Recently I read the book Public Lives (Gordon, E., Nair, G. Public lives: Women, family and society in Victorian Britain. London, 2003) which was very interesting. The writers looked at letters and diaries to learn about women and family life in the Victorian era, mostly in Ireland. Here are some things that surprised me:
There was the story of one Madeleine Smith and her lover L’Angelier who was stringed along by Madeleine, in 1852. They had a very long correspondence through letters, but in the end she moved on to a more suitable husband. From the letters it showed that the couple had intercourse, which was not so unusual for engaged couples, and in some situations, the engagement was begun in order to have sex. The story also shows the family’s pressure on girls to marry the right person, even though there are no arranged marriages anymore. A fun element I found was when Madeleine promises her lover to become a better person: “i shall practise music and drawing and shall read useful books. I shall not read Byron any more” (pp. 89)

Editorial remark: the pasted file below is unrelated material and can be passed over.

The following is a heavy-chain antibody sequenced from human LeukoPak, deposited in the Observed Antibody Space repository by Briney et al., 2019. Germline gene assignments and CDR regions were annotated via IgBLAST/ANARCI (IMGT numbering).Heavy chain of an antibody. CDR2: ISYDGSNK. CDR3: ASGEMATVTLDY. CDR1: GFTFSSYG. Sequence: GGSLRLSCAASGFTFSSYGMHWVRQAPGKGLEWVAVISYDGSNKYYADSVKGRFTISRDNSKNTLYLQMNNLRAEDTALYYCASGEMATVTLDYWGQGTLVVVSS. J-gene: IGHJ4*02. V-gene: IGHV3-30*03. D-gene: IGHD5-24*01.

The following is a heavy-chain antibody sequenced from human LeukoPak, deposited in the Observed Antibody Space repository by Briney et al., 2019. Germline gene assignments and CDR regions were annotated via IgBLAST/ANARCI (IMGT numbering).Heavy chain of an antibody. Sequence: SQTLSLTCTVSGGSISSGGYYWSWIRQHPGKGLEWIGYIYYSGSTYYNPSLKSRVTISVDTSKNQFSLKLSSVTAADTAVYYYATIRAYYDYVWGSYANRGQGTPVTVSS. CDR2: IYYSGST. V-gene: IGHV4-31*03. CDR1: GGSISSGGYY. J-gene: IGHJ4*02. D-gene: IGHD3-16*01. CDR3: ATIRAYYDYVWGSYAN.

People often comment with questions about a middle class dinner. This is a passage from the book which shows what was eaten at an upper-middle class dinner in 1840 in Edinburgh:
Two soups, two large dishes of fish, four massive entrees, one invariably curry. Roast of beef or leg of mutton, a gigantic turkey, a variety of solid viands – ducks, a ham or tongue, beefsteak pie. Then the sweet course: macaroni and cheese, more especially for masculine tastes. Spun sugar and pastry, filled with preserves. A simple pudding, white vanilla and pink raspberry cream, pale wine jelly. (pp. 118)
The book also shows that much alcohol was consumed, people had to go home because they ‘felt unwell’ or were upset because there was no booze at a party. Going home at one o’clock at night was considered early. It seems the Victorians knew how to party.